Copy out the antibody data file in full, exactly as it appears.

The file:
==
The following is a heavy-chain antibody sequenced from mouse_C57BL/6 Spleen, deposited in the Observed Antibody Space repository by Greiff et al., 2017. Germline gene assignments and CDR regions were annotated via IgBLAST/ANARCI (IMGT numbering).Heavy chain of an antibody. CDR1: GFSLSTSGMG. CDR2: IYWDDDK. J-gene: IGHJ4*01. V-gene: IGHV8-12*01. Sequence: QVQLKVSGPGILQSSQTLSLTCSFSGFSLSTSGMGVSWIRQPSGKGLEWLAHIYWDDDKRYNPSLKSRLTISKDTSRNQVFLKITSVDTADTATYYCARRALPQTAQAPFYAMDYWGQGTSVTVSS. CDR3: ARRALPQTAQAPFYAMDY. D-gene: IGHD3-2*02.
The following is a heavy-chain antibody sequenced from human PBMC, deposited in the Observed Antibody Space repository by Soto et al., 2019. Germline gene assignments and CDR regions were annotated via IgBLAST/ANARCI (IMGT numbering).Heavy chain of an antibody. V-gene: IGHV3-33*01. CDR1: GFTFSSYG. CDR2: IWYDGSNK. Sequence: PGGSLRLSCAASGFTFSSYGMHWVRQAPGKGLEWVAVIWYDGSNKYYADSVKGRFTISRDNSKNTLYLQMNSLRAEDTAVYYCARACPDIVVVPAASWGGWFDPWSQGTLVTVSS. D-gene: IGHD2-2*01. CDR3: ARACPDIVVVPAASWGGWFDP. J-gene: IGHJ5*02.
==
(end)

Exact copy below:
The following is a heavy-chain antibody sequenced from mouse_C57BL/6 Spleen, deposited in the Observed Antibody Space repository by Greiff et al., 2017. Germline gene assignments and CDR regions were annotated via IgBLAST/ANARCI (IMGT numbering).Heavy chain of an antibody. CDR1: GFSLSTSGMG. CDR2: IYWDDDK. J-gene: IGHJ4*01. V-gene: IGHV8-12*01. Sequence: QVQLKVSGPGILQSSQTLSLTCSFSGFSLSTSGMGVSWIRQPSGKGLEWLAHIYWDDDKRYNPSLKSRLTISKDTSRNQVFLKITSVDTADTATYYCARRALPQTAQAPFYAMDYWGQGTSVTVSS. CDR3: ARRALPQTAQAPFYAMDY. D-gene: IGHD3-2*02.
The following is a heavy-chain antibody sequenced from human PBMC, deposited in the Observed Antibody Space repository by Soto et al., 2019. Germline gene assignments and CDR regions were annotated via IgBLAST/ANARCI (IMGT numbering).Heavy chain of an antibody. V-gene: IGHV3-33*01. CDR1: GFTFSSYG. CDR2: IWYDGSNK. Sequence: PGGSLRLSCAASGFTFSSYGMHWVRQAPGKGLEWVAVIWYDGSNKYYADSVKGRFTISRDNSKNTLYLQMNSLRAEDTAVYYCARACPDIVVVPAASWGGWFDPWSQGTLVTVSS. D-gene: IGHD2-2*01. CDR3: ARACPDIVVVPAASWGGWFDP. J-gene: IGHJ5*02.